French retailer Carrefour is testing a new labelling system on its products to inform customers of the environmental impact of the product.
The Eco-score will be displayed on all food products sold under national and private-label brands.
The Eco-score system has been designed by a group of independent players in the field of consumer product information, such as Yuka, Open Food Facts, Eco2 initiative.
It is open to the public and has been adopted by Carrefour without the need for modification.
The score analyses the life cycle of a product and is then able to draw conclusions on its environmental impact.
The methodology is based on the list of 15 indicators in the Agribalyse database established by the ADEME (Agencie De La Transition Ecologique).
This list is then completed by a bonus/malus system taking into account other complementary factors, such as organic origin, geographical origin, transport, packaging, among others.
Similarly to Nutri-Score, all food products are rated from A to E, with the label displayed on the packaging.
In March of this year, Belgian retailer Colruyt introduced the Eco-Score feature to its Boni Selection range via its SmartWithFood app.
Carrefour hopes the indicator will be helpful for customers choosing which products they consume on a daily basis.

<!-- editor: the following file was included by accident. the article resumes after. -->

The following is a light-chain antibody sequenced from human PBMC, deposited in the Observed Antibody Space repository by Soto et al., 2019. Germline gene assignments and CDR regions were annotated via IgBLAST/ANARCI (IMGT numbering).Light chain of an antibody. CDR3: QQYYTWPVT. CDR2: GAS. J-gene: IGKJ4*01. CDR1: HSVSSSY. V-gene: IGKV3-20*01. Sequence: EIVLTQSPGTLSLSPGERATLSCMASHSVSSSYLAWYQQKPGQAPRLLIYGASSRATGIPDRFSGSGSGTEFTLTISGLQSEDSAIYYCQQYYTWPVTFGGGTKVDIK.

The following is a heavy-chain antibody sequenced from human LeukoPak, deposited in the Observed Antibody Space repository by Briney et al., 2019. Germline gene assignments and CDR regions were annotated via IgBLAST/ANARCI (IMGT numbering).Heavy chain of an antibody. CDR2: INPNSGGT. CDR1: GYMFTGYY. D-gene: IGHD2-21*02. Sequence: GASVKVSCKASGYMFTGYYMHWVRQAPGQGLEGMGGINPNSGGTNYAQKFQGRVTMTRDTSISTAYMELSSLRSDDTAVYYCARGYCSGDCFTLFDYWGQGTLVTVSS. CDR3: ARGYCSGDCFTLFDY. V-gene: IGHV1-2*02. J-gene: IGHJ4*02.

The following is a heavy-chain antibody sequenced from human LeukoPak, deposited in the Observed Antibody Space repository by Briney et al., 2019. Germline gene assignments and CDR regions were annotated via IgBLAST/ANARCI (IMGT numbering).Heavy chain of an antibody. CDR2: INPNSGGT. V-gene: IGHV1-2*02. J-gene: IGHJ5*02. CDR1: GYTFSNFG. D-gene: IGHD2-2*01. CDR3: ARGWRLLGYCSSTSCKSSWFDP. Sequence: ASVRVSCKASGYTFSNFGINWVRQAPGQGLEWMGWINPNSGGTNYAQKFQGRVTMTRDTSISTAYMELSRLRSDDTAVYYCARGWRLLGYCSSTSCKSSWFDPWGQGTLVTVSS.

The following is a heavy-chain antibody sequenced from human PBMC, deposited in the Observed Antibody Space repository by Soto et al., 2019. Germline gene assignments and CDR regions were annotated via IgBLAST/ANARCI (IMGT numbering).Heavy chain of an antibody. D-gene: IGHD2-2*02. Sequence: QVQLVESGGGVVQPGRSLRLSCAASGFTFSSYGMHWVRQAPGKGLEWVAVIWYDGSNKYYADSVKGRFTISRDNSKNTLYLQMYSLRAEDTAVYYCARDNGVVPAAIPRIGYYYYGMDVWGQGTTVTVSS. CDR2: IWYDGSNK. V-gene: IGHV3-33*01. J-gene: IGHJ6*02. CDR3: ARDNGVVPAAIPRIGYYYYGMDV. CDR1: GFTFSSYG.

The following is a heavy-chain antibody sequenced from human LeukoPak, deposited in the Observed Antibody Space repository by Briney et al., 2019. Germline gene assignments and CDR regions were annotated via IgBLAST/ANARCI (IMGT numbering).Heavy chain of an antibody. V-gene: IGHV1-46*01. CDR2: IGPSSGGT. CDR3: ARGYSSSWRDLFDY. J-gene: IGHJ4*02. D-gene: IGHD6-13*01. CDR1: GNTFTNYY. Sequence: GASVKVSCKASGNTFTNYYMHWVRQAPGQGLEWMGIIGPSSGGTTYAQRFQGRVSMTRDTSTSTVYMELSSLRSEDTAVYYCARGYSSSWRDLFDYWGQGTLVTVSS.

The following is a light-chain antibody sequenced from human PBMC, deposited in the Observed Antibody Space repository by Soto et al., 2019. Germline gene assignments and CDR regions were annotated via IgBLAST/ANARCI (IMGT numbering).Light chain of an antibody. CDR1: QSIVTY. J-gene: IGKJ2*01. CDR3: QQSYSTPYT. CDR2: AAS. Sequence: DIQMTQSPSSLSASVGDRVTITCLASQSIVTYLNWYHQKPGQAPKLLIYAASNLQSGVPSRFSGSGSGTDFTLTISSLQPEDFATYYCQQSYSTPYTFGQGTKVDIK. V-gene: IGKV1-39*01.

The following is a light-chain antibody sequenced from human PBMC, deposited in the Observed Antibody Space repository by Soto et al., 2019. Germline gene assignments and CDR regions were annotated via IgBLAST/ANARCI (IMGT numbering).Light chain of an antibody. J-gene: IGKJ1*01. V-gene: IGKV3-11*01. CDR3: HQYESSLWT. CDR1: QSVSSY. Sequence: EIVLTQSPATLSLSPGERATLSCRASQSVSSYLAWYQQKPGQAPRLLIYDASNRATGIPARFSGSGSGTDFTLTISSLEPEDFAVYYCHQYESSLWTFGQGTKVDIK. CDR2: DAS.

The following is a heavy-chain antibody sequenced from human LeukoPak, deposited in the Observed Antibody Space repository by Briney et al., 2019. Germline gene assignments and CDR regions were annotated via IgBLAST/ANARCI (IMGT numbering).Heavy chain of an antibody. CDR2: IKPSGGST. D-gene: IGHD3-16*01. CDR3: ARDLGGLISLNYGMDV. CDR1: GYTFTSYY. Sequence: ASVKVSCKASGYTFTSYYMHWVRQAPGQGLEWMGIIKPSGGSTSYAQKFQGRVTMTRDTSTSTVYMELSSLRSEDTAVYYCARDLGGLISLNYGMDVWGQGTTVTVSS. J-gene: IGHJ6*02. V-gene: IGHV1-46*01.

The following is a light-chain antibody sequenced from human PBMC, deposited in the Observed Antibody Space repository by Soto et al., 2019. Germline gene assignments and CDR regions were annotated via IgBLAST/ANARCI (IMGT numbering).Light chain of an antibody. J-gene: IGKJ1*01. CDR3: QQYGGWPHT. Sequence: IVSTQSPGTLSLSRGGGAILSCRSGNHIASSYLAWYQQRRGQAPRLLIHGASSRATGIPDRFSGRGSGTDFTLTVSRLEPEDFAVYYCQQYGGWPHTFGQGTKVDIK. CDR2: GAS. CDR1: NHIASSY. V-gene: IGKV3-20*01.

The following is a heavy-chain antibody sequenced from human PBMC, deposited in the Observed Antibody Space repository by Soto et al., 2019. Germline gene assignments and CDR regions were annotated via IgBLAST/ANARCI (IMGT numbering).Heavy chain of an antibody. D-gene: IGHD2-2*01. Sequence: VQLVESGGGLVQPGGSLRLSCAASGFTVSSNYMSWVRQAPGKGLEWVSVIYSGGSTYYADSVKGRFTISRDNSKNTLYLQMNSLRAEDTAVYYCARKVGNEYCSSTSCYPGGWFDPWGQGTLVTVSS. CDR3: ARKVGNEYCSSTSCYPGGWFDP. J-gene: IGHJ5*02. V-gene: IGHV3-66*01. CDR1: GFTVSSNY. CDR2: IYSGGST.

This awareness-raising approach allows everyone to choose products that have a lesser impact on the environment, including products from France, in bulk or with recyclable packaging, labelled products (organic, Label Rouge), or items that limit overfishing, deforestation, etc.
For example, a Carrefour wholemeal bread SKU, made with French wheat flour in a single partially recyclable packaging obtained a score of 88/100 and classified as A on Eco-score.
On the other hand, ham, made from European pork, with two packages, earned an E grade.
This experiment will allow Carrefour to analyse customer feedback and their expectations to highlight potential improvements in the calculation methodology.
The retailer hopes that other brands will join this movement by also displaying the Eco-score on their products.
In October of this year, the group plans to make the results of this experiment public.